Connecting the dots between beetles and flooding

Now Fraser River levels are on the way back down we can breathe easier. Flood levels like we experienced this spring only happen every 10 or 20 years, right?


Flooding in future may be more frequent, scientists say

British Columbia's narrow escape from an expected disaster this spring is proof positive that flooding is unpredictable.

And even though floods are even more difficult to forecast on a year-to-year basis, experts are saying natural phenomena could make flooding a frequent occurrence over the long term in the province's watersheds.

This year's threat came from record snowpacks in the mountains that melted rapidly into the rivers below during very hot weather. Although northern areas along the Skeena and Nechako Rivers had floods, the Lower Mainland was largely spared due to a turnaround in temperatures and a lack of rainfall.

However, Mr. Murdock said, there are plenty of reasons to start thinking about how climate change could affect the frequency of flooding in the province. To begin with, he said, most climate-change models predict that by 2050, winters in British Columbia will be much wetter, a forecast echoed by several scientists.

One of the most drastic predictions is that flooding could increase on the lower Fraser River by 60 to 90 per cent as a result of the mountain-pine beetle's devastation of the tree stands that protect watersheds such as the Chilcotin, the Nechako and the Upper Fraser Rivers.

This was the result of a study conducted this year for the Forest Practices Board forest practices board in the Baker Creek watershed near Quesnel by Dr. Younes Alila of the University of British Columbia's forestry faculty.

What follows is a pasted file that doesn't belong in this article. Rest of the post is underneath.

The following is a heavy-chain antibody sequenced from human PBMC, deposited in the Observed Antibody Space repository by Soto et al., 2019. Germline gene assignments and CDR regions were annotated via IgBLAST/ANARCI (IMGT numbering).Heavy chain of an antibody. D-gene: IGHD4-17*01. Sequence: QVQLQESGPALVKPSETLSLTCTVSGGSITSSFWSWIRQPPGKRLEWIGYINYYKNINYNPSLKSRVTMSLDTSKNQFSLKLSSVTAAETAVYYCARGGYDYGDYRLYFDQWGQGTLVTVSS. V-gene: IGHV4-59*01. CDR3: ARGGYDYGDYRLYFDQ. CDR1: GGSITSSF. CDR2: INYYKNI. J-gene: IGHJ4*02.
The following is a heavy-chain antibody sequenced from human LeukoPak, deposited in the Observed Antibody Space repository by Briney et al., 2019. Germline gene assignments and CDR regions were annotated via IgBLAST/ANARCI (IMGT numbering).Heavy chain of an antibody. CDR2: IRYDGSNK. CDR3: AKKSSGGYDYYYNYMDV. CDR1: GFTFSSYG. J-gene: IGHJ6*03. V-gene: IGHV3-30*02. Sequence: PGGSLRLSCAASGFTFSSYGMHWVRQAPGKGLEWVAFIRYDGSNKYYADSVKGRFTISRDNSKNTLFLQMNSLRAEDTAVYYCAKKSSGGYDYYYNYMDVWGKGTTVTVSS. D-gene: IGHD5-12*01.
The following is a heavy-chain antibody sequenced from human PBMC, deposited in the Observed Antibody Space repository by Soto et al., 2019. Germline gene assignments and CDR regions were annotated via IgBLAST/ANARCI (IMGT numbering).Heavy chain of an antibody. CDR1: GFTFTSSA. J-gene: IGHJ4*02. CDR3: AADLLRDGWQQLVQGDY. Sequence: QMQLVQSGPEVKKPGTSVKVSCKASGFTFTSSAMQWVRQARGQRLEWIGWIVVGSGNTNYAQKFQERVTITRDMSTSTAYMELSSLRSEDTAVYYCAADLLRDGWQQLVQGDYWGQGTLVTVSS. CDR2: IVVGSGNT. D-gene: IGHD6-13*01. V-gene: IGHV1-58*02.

When the pine beetles attacks a stand of pines, they trees go from green to red or brown, and then to grey. This takes several years, during which time the fine branches and needles drop, leaving only the trunks.

Sixty per cent of the trees in the Fraser River watershed are pine and on flat terrain, Dr. Alila said, and on flat terrain, making the river extremely vulnerable to increased peak flows due to pine-beetle damage. Right now, those trees are in the red or brown phases, and are still catching snow like healthy trees.

Damage from the beetle alone will cause flows to peak 60 per cent higher and two weeks earlier, according to Dr. Alila's research. However, if the pines are cut down, Dr. Alila predicts the flows will increase by 90 per cent and come 20 days earlier.

Dr. Alila points out, however, that there is a fine balance to be reached between the flooding threat produced by salvage logging beetle-infested trees, and the forest-fire threat produced by leaving them.